With a hugely successful career spanning three decades and an unapologetically old-school approach, Damian McGillicuddy is all about the three Ps – practice, practice and practice. We caught up with him to find out when his passion for photography was first sparked and why he loves to print…
How did you first get into photography?
My uncle was a keen amateur photographer and I used to go out with him on his shooting trips. By the age of 11 I’d saved enough pocket money and “odd job” money to buy my own SLR and not just watch but shoot as well. I became the proud owner of a secondhand Ricoh KR-10 from Camera in Cottam Street in St Helens. I then shot one roll of 35mm film a week. I sent it to Bonus Print because they sent you back a free roll with the prints. How times have changed!
Where do you look for inspiration?
Literally everywhere and anywhere. Books, TV, movies, music, lyrics, art… the slightest word can trigger a creative thought that spirals out of control into a full-blown conceptual image.
What essentials are always in your kit bag?
I always try to have three lenses – a standard lens, short telephoto and a bit of a wide. Usually a 35mm, 50mm and a 75mm/90mm, or if I think I can get away with it something around 135mm. I prefer primes to a zoom. I also have at least one flashgun – you never know when you’ll need to add light.
What’s your best and worst memory from a shoot?
The best is easy – every time somebody loves what I’ve created with or for them.
The worst is also easy – I shot Graeme Souness’ portrait at Anfield when he was the manager. The portrait is more than acceptable but it was myself and the client experience that was lacking. I’m not a football fan so was slightly lazy in doing client research. I had very little to say and “uhmmed” and “errred” through the shoot. I still have a framed portrait of him on my desk, just to remind me that always, in every circumstance, no matter my personal beliefs or feelings, I should ALWAYS do my homework and give my client 100% of me and the best experience possible.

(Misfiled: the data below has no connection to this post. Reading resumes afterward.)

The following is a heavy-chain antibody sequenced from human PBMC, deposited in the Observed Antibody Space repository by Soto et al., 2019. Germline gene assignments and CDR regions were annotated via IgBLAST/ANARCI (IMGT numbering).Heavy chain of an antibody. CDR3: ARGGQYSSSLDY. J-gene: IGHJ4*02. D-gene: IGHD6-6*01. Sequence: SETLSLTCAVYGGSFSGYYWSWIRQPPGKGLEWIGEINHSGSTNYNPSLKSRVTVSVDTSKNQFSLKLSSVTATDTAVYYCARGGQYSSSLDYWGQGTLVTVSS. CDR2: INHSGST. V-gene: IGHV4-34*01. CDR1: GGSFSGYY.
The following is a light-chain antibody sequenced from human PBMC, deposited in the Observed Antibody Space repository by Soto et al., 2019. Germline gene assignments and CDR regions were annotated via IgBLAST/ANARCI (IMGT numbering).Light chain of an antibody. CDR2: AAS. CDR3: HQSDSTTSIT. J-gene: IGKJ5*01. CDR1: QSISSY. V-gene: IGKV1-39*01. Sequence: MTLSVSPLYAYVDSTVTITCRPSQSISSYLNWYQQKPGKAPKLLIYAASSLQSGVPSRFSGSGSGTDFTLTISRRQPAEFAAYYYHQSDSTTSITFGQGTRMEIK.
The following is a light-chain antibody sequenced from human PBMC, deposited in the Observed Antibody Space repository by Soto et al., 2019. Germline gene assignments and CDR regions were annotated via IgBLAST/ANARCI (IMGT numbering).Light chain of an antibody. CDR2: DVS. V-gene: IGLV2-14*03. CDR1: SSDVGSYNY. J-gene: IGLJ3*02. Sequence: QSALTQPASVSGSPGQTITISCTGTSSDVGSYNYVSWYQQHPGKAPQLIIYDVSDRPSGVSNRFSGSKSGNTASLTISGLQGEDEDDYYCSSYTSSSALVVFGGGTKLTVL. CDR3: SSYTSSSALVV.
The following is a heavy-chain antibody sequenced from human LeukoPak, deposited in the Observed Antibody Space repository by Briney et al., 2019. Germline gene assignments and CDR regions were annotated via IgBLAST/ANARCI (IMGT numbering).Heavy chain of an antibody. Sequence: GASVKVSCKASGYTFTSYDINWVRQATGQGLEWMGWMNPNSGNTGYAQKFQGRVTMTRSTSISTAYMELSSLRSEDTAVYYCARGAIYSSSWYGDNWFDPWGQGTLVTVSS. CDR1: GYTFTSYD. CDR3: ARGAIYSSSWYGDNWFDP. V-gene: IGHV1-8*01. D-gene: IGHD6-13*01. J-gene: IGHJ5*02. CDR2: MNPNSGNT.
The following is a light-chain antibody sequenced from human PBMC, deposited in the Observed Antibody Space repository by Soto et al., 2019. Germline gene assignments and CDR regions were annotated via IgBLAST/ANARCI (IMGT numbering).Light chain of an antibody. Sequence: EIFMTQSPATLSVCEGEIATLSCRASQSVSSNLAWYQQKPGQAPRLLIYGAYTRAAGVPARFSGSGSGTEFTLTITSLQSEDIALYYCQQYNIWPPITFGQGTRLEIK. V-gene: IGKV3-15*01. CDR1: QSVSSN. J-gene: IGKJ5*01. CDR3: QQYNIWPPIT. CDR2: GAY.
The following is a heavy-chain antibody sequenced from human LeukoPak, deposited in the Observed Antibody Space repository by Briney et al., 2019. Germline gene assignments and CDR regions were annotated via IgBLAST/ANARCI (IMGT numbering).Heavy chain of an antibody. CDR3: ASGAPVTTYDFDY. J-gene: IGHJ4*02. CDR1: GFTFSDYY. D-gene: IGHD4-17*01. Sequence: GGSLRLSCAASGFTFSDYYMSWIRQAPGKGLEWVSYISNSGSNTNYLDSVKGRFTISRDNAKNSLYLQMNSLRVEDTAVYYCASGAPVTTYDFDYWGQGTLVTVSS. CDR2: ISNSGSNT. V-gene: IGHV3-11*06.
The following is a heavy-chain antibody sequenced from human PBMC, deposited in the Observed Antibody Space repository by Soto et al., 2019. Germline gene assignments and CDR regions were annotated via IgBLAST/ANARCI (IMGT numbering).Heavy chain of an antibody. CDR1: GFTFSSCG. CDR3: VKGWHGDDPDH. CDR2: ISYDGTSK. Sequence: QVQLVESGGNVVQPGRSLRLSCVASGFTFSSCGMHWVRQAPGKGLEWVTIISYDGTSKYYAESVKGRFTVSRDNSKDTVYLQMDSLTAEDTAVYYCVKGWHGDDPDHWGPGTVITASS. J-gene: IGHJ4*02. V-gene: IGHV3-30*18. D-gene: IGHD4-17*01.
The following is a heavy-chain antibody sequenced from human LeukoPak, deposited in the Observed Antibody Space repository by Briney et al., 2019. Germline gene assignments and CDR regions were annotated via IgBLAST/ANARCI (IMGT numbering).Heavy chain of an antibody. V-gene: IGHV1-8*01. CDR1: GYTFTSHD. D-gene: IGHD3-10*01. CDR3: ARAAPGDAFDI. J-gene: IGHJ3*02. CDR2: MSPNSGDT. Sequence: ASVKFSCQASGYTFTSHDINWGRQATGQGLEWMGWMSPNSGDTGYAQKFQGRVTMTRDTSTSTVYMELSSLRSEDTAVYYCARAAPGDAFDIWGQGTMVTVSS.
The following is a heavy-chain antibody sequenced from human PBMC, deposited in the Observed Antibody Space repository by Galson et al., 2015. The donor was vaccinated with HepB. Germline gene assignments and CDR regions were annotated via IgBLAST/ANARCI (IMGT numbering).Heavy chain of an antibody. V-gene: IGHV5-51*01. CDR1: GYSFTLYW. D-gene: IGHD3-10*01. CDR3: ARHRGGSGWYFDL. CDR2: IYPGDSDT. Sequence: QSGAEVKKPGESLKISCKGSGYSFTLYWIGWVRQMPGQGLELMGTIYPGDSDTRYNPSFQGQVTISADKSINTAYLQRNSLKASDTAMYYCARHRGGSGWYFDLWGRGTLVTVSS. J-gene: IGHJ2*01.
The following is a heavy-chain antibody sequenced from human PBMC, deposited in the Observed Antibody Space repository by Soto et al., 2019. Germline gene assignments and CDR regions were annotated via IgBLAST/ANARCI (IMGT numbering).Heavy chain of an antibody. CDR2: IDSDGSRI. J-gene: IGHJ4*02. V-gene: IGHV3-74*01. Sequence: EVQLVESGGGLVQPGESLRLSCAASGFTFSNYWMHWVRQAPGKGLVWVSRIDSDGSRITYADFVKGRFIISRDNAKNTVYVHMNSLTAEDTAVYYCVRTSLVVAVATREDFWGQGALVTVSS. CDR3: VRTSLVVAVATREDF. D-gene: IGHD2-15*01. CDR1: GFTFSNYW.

If you could shoot anyone in the world, who would it be?
I’m too late! It was my goal to shoot my hero Muhammed Ali who has now sadly passed. I’ve shot Barry Lategan, a famous Olympus photographer in his time, just before an “Audience with” event. I’d love to shoot David Bailey if I got the chance – I’m sort of collecting fashion/Olympus icons!
What advice do you have for someone looking to turn photography into a career?
Don’t turn to YouTube or universities to learn. Try and get an apprenticeship, even if you have to pay for it – that is a much wiser investment in my opinion. It’s a shame we got rid of all the technical colleges, but learning from a real, honest pro has got to be the best way to go. Failing that look at www.mentormeonsteroids.com, the CPD course I’m involved in teaching and the closest thing we can give to an apprenticeship. In 11 years we have mentored 25 people to ‘Photographer of the Year’ titles.
Once you’ve learnt to do things properly then you must practice, practice, practice. When you’ve finished practicing then practice a bit more! Things need to be unconsciously competent, real second nature so you miss nothing.
Why do you choose to print your work?
That’s a very simple answer – until it’s off your hard drive and on a tangible piece of paper it just isn’t a photograph. Photographs don’t live as ones and zeros in computers and tablets; they need to be seen, printed, framed and hung.
There’s something really magical about seeing your image in print and my wife Lesley and I (Lesley does most of my printing) are big fans of the quality and variety of PermaJet papers – there seems to be a paper for every image. What more could you want? Once you start to print it isn’t long until the bug bites and you get hooked.
Damian McGillicuddy is a PermaJet and Olympus brand ambassador and a commercial and portrait photographer with over 30 years’ experience. He shoots all genres from fashion to footballers, products to politicians and musicians to motorsport, and has amassed over 700 international awards, 12 Photographer of the Year titles, 11 fellowships, a double Grand Masters and a Grand Master with Double Bar. See more of his work here.